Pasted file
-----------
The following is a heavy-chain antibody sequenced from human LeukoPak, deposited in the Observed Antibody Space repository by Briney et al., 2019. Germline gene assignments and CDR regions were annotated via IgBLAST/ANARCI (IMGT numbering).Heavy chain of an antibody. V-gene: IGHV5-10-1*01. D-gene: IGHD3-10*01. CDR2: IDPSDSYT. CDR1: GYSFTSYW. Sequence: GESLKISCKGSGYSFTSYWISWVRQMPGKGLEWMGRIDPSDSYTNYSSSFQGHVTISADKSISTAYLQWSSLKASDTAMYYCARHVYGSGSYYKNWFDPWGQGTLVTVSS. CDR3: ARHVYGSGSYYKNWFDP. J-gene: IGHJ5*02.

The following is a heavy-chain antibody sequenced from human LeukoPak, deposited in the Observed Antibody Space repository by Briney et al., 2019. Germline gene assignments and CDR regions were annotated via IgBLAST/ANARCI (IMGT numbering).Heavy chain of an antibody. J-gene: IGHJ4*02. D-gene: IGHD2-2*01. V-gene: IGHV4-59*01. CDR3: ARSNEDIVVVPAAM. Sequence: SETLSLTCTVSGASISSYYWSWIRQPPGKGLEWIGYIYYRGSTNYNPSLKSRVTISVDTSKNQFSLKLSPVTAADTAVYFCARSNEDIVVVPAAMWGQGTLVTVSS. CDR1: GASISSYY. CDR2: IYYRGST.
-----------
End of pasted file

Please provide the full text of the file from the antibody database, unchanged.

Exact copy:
The following is a heavy-chain antibody sequenced from human LeukoPak, deposited in the Observed Antibody Space repository by Briney et al., 2019. Germline gene assignments and CDR regions were annotated via IgBLAST/ANARCI (IMGT numbering).Heavy chain of an antibody. V-gene: IGHV5-10-1*01. D-gene: IGHD3-10*01. CDR2: IDPSDSYT. CDR1: GYSFTSYW. Sequence: GESLKISCKGSGYSFTSYWISWVRQMPGKGLEWMGRIDPSDSYTNYSSSFQGHVTISADKSISTAYLQWSSLKASDTAMYYCARHVYGSGSYYKNWFDPWGQGTLVTVSS. CDR3: ARHVYGSGSYYKNWFDP. J-gene: IGHJ5*02.

The following is a heavy-chain antibody sequenced from human LeukoPak, deposited in the Observed Antibody Space repository by Briney et al., 2019. Germline gene assignments and CDR regions were annotated via IgBLAST/ANARCI (IMGT numbering).Heavy chain of an antibody. J-gene: IGHJ4*02. D-gene: IGHD2-2*01. V-gene: IGHV4-59*01. CDR3: ARSNEDIVVVPAAM. Sequence: SETLSLTCTVSGASISSYYWSWIRQPPGKGLEWIGYIYYRGSTNYNPSLKSRVTISVDTSKNQFSLKLSPVTAADTAVYFCARSNEDIVVVPAAMWGQGTLVTVSS. CDR1: GASISSYY. CDR2: IYYRGST.